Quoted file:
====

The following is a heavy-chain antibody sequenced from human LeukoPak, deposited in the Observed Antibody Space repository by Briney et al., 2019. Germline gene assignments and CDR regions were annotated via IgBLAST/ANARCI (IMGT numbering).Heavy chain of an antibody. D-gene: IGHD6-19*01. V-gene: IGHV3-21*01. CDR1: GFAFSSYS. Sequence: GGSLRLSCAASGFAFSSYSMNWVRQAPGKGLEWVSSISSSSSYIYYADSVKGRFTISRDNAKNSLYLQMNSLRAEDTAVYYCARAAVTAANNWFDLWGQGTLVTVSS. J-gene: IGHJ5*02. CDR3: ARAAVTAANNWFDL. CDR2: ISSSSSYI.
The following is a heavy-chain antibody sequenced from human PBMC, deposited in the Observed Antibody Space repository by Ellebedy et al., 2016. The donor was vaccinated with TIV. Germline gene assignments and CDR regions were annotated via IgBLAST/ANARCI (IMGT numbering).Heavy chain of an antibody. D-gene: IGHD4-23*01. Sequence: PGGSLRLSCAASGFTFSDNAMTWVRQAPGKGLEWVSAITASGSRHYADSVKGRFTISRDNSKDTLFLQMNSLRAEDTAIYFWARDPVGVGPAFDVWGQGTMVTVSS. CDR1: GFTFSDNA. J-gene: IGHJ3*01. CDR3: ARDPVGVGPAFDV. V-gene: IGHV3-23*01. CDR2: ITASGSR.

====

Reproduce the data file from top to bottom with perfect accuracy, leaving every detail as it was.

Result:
The following is a heavy-chain antibody sequenced from human LeukoPak, deposited in the Observed Antibody Space repository by Briney et al., 2019. Germline gene assignments and CDR regions were annotated via IgBLAST/ANARCI (IMGT numbering).Heavy chain of an antibody. D-gene: IGHD6-19*01. V-gene: IGHV3-21*01. CDR1: GFAFSSYS. Sequence: GGSLRLSCAASGFAFSSYSMNWVRQAPGKGLEWVSSISSSSSYIYYADSVKGRFTISRDNAKNSLYLQMNSLRAEDTAVYYCARAAVTAANNWFDLWGQGTLVTVSS. J-gene: IGHJ5*02. CDR3: ARAAVTAANNWFDL. CDR2: ISSSSSYI.
The following is a heavy-chain antibody sequenced from human PBMC, deposited in the Observed Antibody Space repository by Ellebedy et al., 2016. The donor was vaccinated with TIV. Germline gene assignments and CDR regions were annotated via IgBLAST/ANARCI (IMGT numbering).Heavy chain of an antibody. D-gene: IGHD4-23*01. Sequence: PGGSLRLSCAASGFTFSDNAMTWVRQAPGKGLEWVSAITASGSRHYADSVKGRFTISRDNSKDTLFLQMNSLRAEDTAIYFWARDPVGVGPAFDVWGQGTMVTVSS. CDR1: GFTFSDNA. J-gene: IGHJ3*01. CDR3: ARDPVGVGPAFDV. V-gene: IGHV3-23*01. CDR2: ITASGSR.